Development of an Effective Rent (Lease) Index for the Chicago Cbd
J. OF URBAN ECONOMICS
Posted: 17 Apr 1998
This paper estimates changes in effective rental rates for the period 1985 to 1991 for office space in the Chicago CBD using information from individual leases provided by the Rubloff Company. This is the first study to use detailed lease-level data to estimate a price index for changes in effective rents for a metropolitan area. Effective rents are estimated from the perspective of the property owners and are defined as the annual-equivalent cash flows of the present value of all cash flows that are explicitly identified in the lease contracts including the contract rental rate, graduations in the contract rate, tenant improvements, moving allowances, buyout allowances, expense stops, broker commissions, and any other conditions of the lease that generate specific dollar receipts or expenditures for the owner. A real estate index based on changes in effective rents rather than property values is unaffected by changes in market capitalization rates and therefore provides a measure of changes in the market for space that is independent of changes in the market for capital. The results suggest that effective rents in the Chicago CBD declined almost 50% from 1985 to 1988 and increased only slightly from 1988 to 1991. Asking rents, on the other hand, were fairly constant over the same time interval. The average of the vase (contract) rents from the sample of leases in this study was lower than the average asking rents (as might be expected) and were more volatile through time. Base rents were greater (and had less volatility) than effective rents, however, due to the use of free rent and other concessions which appear to increase when the market weakens and decreases when the market strengthens. As a result, effective rents have much more volatility and provide a more accurate and timely representation of trends in the price of space than either asking rents or contract rents.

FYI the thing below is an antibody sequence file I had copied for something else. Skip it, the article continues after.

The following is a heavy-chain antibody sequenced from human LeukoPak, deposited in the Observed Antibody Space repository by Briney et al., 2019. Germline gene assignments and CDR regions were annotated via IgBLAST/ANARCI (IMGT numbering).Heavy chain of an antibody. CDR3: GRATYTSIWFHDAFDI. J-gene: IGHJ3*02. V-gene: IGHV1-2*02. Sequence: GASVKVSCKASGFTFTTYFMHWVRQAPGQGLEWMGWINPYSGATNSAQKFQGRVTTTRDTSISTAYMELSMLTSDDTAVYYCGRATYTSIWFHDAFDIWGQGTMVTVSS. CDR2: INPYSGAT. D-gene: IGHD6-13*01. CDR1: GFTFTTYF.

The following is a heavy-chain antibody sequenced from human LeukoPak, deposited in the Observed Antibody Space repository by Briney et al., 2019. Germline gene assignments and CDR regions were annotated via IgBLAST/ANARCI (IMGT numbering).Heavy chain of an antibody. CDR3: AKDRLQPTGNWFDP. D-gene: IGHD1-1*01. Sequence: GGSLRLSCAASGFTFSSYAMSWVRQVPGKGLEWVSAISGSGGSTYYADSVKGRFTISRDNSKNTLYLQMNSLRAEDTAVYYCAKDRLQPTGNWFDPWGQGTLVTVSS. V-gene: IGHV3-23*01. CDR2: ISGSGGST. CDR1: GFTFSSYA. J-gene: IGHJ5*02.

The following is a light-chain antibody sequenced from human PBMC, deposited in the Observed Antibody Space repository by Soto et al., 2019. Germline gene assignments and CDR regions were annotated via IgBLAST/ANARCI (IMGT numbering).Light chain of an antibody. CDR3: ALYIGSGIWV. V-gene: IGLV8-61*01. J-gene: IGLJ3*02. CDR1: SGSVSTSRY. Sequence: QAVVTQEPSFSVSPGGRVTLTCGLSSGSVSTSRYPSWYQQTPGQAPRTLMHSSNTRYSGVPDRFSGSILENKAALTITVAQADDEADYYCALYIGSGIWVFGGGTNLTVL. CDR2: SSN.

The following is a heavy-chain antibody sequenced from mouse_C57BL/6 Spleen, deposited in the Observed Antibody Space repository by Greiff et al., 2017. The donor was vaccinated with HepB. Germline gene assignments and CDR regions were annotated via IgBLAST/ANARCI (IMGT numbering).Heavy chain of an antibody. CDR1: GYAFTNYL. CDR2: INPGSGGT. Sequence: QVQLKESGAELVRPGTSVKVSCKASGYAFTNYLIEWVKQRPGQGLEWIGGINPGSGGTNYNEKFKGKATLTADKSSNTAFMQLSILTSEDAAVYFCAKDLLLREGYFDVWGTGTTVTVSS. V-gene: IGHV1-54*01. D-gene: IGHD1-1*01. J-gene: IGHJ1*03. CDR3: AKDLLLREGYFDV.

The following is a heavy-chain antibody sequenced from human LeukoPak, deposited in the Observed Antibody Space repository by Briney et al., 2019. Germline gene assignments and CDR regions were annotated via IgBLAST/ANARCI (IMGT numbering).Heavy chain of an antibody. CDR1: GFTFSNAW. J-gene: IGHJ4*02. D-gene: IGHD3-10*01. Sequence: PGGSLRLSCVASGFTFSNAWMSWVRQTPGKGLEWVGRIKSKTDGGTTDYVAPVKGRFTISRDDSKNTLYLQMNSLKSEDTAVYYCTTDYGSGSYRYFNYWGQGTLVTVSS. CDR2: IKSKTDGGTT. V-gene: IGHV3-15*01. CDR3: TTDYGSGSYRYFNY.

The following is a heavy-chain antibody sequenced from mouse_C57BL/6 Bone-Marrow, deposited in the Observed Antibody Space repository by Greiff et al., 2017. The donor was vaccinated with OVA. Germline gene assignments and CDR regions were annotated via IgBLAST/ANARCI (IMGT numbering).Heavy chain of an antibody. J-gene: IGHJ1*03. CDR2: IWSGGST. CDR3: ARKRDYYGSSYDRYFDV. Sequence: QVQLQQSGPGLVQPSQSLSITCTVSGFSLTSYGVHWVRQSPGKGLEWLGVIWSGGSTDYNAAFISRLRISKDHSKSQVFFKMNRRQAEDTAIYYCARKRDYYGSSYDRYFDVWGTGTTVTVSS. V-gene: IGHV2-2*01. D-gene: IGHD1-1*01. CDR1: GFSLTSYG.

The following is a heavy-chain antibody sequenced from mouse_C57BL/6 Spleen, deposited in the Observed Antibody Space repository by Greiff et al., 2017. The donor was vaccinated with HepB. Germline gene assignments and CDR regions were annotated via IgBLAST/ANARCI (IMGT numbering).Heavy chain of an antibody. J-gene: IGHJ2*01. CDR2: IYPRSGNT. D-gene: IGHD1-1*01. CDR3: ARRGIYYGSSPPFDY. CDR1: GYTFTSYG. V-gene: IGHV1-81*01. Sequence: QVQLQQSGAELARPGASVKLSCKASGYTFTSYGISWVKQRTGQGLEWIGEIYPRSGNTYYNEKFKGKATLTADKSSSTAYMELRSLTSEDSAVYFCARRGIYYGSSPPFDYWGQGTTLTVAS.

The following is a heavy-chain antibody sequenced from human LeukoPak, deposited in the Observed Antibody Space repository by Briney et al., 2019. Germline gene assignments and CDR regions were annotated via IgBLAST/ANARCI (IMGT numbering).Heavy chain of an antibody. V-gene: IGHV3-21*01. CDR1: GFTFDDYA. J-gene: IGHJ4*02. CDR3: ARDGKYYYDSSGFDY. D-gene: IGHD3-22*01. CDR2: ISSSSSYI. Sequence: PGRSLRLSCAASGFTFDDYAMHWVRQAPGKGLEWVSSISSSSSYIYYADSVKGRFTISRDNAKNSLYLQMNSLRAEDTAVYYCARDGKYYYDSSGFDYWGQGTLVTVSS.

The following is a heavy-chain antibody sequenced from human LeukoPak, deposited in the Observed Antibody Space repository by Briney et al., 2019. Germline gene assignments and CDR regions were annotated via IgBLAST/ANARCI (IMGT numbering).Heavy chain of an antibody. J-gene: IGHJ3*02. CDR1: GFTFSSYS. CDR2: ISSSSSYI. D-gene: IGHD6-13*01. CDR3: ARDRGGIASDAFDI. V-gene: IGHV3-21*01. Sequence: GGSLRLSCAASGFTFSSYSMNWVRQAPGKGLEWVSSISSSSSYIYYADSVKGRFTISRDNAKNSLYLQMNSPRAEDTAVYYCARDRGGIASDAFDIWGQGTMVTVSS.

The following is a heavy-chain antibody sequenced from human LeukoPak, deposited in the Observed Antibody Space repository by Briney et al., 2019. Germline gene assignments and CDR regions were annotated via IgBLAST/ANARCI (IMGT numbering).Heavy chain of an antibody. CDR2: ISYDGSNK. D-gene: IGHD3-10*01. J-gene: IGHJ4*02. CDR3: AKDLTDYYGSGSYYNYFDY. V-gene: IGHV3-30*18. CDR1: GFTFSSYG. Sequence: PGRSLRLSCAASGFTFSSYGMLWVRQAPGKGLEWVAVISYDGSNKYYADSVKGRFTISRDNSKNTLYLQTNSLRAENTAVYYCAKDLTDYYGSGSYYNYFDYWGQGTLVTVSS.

JEL Classification: R10
Suggested Citation: Suggested Citation